To find out more about when and where to vote, visit the Victorian Electoral Commission website: [return to top]

How the votes are counted

Preferential voting for the Legislative Assembly

When voting for members for the Legislative Assembly the preferential voting system is used. In this system voters rank the various candidates in order of preference.

The candidate most preferred by a voter is ranked first. The next preferred is ranked second and so on until all candidates are ranked in order of preference.

When voters attend the polling booth on election day, representatives of the various candidates hand out how-to-vote cards. These show how the candidates would prefer voters to fill in their ballot paper. Voters do not have to follow these suggestions.

If a ballot paper is not completed correctly, or is defaced in any way, it is deemed informal and is not counted in the tally of votes.

After the voting centres close on election day, the votes are counted. If no candidate wins an absolute majority of votes (greater than 50 per cent), preferences are allocated.

This is a procedure in which the votes of the least favoured candidate are allocated to the more popular candidates on the basis of each voter's preferences.

This process is continued until one candidate wins an absolute majority. In this way, even if some voters do not necessarily get the candidate they most preferred, they get their next most favoured candidate and so on until the new member of Parliament is identified.

To learn more about preferential voting visit the Victorian Electoral Commission website:

Proportional preferential voting for the Legislative Council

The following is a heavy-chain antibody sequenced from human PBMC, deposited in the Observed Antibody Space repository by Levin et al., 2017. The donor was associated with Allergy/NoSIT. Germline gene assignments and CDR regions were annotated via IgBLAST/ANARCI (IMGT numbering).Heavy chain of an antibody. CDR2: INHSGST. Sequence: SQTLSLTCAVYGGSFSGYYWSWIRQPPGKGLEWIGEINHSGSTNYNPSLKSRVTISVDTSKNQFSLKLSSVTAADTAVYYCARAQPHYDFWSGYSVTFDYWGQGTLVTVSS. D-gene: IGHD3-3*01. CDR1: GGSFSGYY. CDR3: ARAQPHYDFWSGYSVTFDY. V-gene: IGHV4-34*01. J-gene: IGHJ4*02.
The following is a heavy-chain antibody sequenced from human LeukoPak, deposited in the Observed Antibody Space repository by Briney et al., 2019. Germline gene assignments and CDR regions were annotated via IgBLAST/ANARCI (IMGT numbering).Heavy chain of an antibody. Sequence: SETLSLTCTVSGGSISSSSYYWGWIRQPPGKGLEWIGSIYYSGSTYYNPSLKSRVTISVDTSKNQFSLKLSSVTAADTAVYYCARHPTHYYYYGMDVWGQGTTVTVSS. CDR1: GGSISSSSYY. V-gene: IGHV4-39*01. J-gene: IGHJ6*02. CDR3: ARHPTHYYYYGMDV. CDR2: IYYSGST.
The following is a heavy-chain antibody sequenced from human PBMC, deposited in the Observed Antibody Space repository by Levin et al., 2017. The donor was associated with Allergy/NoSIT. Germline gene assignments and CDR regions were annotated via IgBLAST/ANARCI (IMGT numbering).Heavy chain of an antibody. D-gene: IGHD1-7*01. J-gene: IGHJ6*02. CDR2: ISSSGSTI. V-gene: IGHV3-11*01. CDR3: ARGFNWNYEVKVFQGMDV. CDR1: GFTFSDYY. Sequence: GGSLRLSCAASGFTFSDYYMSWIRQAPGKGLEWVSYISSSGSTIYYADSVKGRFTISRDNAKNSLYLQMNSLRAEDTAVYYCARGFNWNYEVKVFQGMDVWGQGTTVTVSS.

The proportional preferential voting system is used to elect members to the Legislative Council. This system allocates seats in proportion to the number of votes cast for each candidate. It does this by using multi-member electorates. In addition, this system 'weights' voter preferences so that a first preference is 'worth more' than a second preference and so on.

To be elected, a candidate must gain a quota or proportion of votes. While the electoral system used for the Legislative Assembly tends to favour candidates of the major parties, the method used for the Legislative Council produces representation according to the number of votes a candidate receives, even if the candidate is an independent or a member of a minor party.

To learn more about proportional voting visit the Victorian Electoral Commission website:

Historical information

Secret ballot

Victoria is the home of the secret ballot. This is a method of voting in which voters' ballot papers are completed in secrecy and then placed in a locked box until the close of the poll. This guarantees the integrity of each voter's choice.

This voting system was conceived in 1855 by Henry Samuel Chapman, a member of Victoria's first Legislative Council. It was used for the first Parliament of Victoria general elections that took place in spring of 1856.

For many years it was internationally known as the Victorian or the Australian ballot.

Other voting methods

Preferential voting has not always been used in Victoria. Until 1911 in Legislative Assembly elections and 1921 in the Legislative Council, first-past-the-post, (a system in which the candidate with the most votes wins irrespective of whether it is an absolute majority) was used. This system is widely used in the United States and in the United Kingdom.

Until 1899, plural voting was used in Lower House elections and until 1938 in Upper House elections. This was a procedure in which those who held land to a certain market value were entitled to vote in as many electorates as that land was located.

Learning more

To learn more about the electoral process and voting visit:

For historical statistical information on Victorian elections go to Elections since 1856. [return to top]